Vicente Fox’s Latest Anti-Trump Rant, This Time In The NEW YORK TIMES
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Vicente Fox, who has been the ex-president of Mexico since 2006, has been ranting against Donald Trump since soon after the latter announced his candidacy.

Fox ranted against Trump when Trump was a candidate and rants about him when he’s president.

A cynic might say Fox is trying to keep in the public eye, and that is probably part of it. But I think that Fox is personally offended that the anti-globalist Trump might reverse much of the Mexican hegemony that Fox helped to win over the United States.

The New York Times (biggest shareholder Carlos Slim of Mexico) is the latest platform for Vicente Fox to slam Trump. It’s an op-ed entitled Borders Can’t Protect Us [November 30th, 2017].  It’s a nonstop anti-Trump rant of globalist claptrap.

The rant begins with DACA

September brought great sadness, frustration and anger when the president of the United States, Donald Trump, called on Congress to phase out DACA, or the Deferred Action for Childhood Arrivals, a program that assured the future of around 800,000 children from all over the world who are living in the United States, protecting them from deportation. Making up nearly 80 percent of that figure, Mexicans will be disproportionately affected by an end to the program.
Fox makes it sound like these DACA recipients are still all minors.
Latinos, particularly Mexicans, have been the main targets of President Trump’s constant racial attacks. According to Mr. Trump, we are guilty of all sorts of criminal acts. We have been called rapists, drug traffickers and thieves who steal American jobs. He has demanded that we pay for a wall to be built between our two nations that would prevent us from entering the United States.
Fox sees the DREAMers as examples of a new, evolved type of citizen existing in every nation.
Every country has its own Dreamers, as these young immigrants are known. As they grow up, study, build businesses and exchange ideas, they help fortify a globalized world where cultures mix. The residents of this modern world order endorse a new kind of citizenship and democracy. They don’t settle for voting, but are eager to protest when they believe they are being treated unjustly. They strive for self-sustaining economic growth. They are concerned with the major shifts in climate around the planet. These citizens of the world know their value. Regardless of skin color, upbringing or nationality, they are able to thrive in different types of environments. We see examples every day of these evolved people, who are fighting to end racism and bring equality, inclusion and representation to their governments.
Hey, what if Americans don’t want to be invaded by “these evolved people” and want to run their own country?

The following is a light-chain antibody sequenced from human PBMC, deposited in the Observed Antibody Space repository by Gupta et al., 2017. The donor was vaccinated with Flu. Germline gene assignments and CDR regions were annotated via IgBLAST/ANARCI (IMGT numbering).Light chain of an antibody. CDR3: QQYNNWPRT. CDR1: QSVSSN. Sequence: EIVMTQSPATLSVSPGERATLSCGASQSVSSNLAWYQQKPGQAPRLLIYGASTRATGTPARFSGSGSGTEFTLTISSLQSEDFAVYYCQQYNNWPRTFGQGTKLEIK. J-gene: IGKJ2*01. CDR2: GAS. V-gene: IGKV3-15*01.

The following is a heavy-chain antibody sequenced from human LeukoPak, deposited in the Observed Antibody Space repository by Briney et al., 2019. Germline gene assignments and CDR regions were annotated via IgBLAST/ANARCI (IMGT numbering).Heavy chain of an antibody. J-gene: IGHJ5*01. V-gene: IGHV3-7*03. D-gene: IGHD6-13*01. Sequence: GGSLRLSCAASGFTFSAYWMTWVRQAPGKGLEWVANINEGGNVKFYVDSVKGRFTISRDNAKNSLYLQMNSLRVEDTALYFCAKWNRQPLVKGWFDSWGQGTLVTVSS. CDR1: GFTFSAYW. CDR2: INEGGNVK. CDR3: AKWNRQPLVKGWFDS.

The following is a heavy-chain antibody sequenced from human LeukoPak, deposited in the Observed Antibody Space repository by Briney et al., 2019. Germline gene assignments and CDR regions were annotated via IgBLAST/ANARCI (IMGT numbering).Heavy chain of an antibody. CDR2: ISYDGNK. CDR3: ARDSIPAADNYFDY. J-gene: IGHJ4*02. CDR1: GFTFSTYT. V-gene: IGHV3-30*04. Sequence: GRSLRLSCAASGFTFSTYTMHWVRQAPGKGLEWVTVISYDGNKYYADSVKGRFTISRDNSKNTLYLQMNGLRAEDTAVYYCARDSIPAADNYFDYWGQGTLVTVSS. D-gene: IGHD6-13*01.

But Vicente Fox knows what’s best for America.

America is so admired because of what it seems to represent: equality and opportunity and heterogeneity. Rescinding DACA would be a huge step backward for a nation that has always prided itself on its forbearance. The potential damage to hundreds of thousands of lives is unquantifiable, and the upside is nonexistent. This change would punish the people who wanted so badly to live in a country that they risked everything they had to get there.
Fox tells readers what sort of future he envisages.
If the future is bringing the notion of a global identity, and countries without borders, it remains imperative that we prioritize the preservation and celebration of our cultural traditions. Our customs provide us with an exciting mix of ideas, experiences and stories to contribute.
Hey Vicente, what if we don’t want “a global identity”? What if we want countries with borders?
Conservative movements have risen in opposition to this cultural blending, not only in America, but all over the world, from the Brexit efforts in Britain to the far right party Alternative for Germany’s presence in this year’s election. Rapid change and disruption have brought instability and concern, and in response conservative leaders are promising tranquillity and security through protectionism and excessive nationalism. We cannot resort to this old answer to a new struggle. It is no longer feasible to shut our doors in a world that is commingled politically, economically, socially and culturally. Banning men and women from entering a country based on their religion is bigoted and hateful.
Historically, Mexico didn’t allow that many Muslim immigrants into its country. Most of the Middle Eastern immigrants to Mexico were Christian, not Muslim.

Fox began with DACA, and ends with DACA

Denying refugees and those seeking asylum the opportunities many of our countries are equipped to provide them is needlessly cruel and, as in the case of DACA, only serves to hurt our most vulnerable fellow humans.
Hey Vicente, why aren’t you starting a movement in Mexico to take in more refugees and immigrants?

One of the photographs accompanying the Fox op-ed is the view of a border wall from the Mexican side of the border. McDonalds-like golden arches have been painted on the wall, along with the message “MEXICO Billions of acres stolen!”.

I take that to refer to the Southwest having been formerly part of Mexico. So is this artwork implying that the Southwest is, or should be, still part of Mexico?

Whether that was put in by the New York Times editing process, or by Fox himself, it’s a rather curious photo to put in an op-ed proclaiming globalism and a global identity.

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